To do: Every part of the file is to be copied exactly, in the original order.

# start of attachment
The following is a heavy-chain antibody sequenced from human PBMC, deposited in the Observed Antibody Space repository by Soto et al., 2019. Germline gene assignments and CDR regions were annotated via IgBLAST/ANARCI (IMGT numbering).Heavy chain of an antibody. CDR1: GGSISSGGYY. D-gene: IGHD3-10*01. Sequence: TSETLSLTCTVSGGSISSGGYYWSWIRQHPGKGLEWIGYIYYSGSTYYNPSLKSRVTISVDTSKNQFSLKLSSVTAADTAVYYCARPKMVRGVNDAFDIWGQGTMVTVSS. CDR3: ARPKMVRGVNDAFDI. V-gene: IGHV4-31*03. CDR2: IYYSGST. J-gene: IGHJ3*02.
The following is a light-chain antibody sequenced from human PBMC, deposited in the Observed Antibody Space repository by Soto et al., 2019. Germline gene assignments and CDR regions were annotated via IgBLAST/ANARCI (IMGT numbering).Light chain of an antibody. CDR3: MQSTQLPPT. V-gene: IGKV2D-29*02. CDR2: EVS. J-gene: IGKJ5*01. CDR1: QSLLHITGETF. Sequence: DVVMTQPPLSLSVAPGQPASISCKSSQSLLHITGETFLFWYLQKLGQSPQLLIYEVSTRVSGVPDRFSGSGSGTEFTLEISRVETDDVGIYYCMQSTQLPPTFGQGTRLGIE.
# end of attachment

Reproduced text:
The following is a heavy-chain antibody sequenced from human PBMC, deposited in the Observed Antibody Space repository by Soto et al., 2019. Germline gene assignments and CDR regions were annotated via IgBLAST/ANARCI (IMGT numbering).Heavy chain of an antibody. CDR1: GGSISSGGYY. D-gene: IGHD3-10*01. Sequence: TSETLSLTCTVSGGSISSGGYYWSWIRQHPGKGLEWIGYIYYSGSTYYNPSLKSRVTISVDTSKNQFSLKLSSVTAADTAVYYCARPKMVRGVNDAFDIWGQGTMVTVSS. CDR3: ARPKMVRGVNDAFDI. V-gene: IGHV4-31*03. CDR2: IYYSGST. J-gene: IGHJ3*02.
The following is a light-chain antibody sequenced from human PBMC, deposited in the Observed Antibody Space repository by Soto et al., 2019. Germline gene assignments and CDR regions were annotated via IgBLAST/ANARCI (IMGT numbering).Light chain of an antibody. CDR3: MQSTQLPPT. V-gene: IGKV2D-29*02. CDR2: EVS. J-gene: IGKJ5*01. CDR1: QSLLHITGETF. Sequence: DVVMTQPPLSLSVAPGQPASISCKSSQSLLHITGETFLFWYLQKLGQSPQLLIYEVSTRVSGVPDRFSGSGSGTEFTLEISRVETDDVGIYYCMQSTQLPPTFGQGTRLGIE.